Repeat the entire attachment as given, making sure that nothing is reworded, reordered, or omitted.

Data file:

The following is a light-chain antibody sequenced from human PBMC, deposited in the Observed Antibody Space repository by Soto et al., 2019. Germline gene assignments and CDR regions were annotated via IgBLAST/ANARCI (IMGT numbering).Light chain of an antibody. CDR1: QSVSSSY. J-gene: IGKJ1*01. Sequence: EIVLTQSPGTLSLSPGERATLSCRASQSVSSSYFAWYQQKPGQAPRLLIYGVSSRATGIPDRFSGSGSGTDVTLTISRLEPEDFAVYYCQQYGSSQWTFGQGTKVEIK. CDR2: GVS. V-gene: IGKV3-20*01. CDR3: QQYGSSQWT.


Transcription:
The following is a light-chain antibody sequenced from human PBMC, deposited in the Observed Antibody Space repository by Soto et al., 2019. Germline gene assignments and CDR regions were annotated via IgBLAST/ANARCI (IMGT numbering).Light chain of an antibody. CDR1: QSVSSSY. J-gene: IGKJ1*01. Sequence: EIVLTQSPGTLSLSPGERATLSCRASQSVSSSYFAWYQQKPGQAPRLLIYGVSSRATGIPDRFSGSGSGTDVTLTISRLEPEDFAVYYCQQYGSSQWTFGQGTKVEIK. CDR2: GVS. V-gene: IGKV3-20*01. CDR3: QQYGSSQWT.